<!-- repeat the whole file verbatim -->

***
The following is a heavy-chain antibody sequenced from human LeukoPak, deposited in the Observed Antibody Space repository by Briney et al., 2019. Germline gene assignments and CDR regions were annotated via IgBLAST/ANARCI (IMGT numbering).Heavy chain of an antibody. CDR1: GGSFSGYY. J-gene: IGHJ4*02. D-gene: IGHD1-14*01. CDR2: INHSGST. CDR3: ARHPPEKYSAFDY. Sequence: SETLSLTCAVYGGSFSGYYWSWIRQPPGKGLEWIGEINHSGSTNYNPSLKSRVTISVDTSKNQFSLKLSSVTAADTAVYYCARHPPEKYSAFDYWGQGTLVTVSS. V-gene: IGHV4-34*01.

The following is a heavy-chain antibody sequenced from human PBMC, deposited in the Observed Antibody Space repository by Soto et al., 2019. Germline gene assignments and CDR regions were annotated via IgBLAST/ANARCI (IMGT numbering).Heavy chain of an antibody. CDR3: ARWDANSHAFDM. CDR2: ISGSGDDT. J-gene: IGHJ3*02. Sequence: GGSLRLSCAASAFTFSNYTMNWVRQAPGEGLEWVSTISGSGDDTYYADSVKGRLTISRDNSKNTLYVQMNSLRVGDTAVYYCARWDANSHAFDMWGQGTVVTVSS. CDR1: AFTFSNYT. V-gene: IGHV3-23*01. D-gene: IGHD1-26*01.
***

The following is a heavy-chain antibody sequenced from human LeukoPak, deposited in the Observed Antibody Space repository by Briney et al., 2019. Germline gene assignments and CDR regions were annotated via IgBLAST/ANARCI (IMGT numbering).Heavy chain of an antibody. CDR1: GGSFSGYY. J-gene: IGHJ4*02. D-gene: IGHD1-14*01. CDR2: INHSGST. CDR3: ARHPPEKYSAFDY. Sequence: SETLSLTCAVYGGSFSGYYWSWIRQPPGKGLEWIGEINHSGSTNYNPSLKSRVTISVDTSKNQFSLKLSSVTAADTAVYYCARHPPEKYSAFDYWGQGTLVTVSS. V-gene: IGHV4-34*01.

The following is a heavy-chain antibody sequenced from human PBMC, deposited in the Observed Antibody Space repository by Soto et al., 2019. Germline gene assignments and CDR regions were annotated via IgBLAST/ANARCI (IMGT numbering).Heavy chain of an antibody. CDR3: ARWDANSHAFDM. CDR2: ISGSGDDT. J-gene: IGHJ3*02. Sequence: GGSLRLSCAASAFTFSNYTMNWVRQAPGEGLEWVSTISGSGDDTYYADSVKGRLTISRDNSKNTLYVQMNSLRVGDTAVYYCARWDANSHAFDMWGQGTVVTVSS. CDR1: AFTFSNYT. V-gene: IGHV3-23*01. D-gene: IGHD1-26*01.